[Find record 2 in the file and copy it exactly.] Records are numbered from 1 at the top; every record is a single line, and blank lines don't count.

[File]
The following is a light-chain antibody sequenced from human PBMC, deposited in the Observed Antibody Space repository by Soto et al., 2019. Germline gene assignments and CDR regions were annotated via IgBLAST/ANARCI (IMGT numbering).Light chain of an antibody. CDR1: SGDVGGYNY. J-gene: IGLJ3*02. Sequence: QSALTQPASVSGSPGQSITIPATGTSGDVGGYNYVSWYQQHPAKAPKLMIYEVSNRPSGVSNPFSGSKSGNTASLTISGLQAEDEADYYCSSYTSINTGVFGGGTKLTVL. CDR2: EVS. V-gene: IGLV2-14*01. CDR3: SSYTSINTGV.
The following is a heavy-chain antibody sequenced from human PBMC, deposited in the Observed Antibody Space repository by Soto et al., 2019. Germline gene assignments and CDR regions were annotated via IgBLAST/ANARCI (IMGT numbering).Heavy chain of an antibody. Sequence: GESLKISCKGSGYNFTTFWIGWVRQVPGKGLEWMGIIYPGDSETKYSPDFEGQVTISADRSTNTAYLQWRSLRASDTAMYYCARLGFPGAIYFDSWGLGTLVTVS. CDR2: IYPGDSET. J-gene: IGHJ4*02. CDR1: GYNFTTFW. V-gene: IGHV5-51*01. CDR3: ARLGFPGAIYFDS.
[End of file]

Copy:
The following is a heavy-chain antibody sequenced from human PBMC, deposited in the Observed Antibody Space repository by Soto et al., 2019. Germline gene assignments and CDR regions were annotated via IgBLAST/ANARCI (IMGT numbering).Heavy chain of an antibody. Sequence: GESLKISCKGSGYNFTTFWIGWVRQVPGKGLEWMGIIYPGDSETKYSPDFEGQVTISADRSTNTAYLQWRSLRASDTAMYYCARLGFPGAIYFDSWGLGTLVTVS. CDR2: IYPGDSET. J-gene: IGHJ4*02. CDR1: GYNFTTFW. V-gene: IGHV5-51*01. CDR3: ARLGFPGAIYFDS.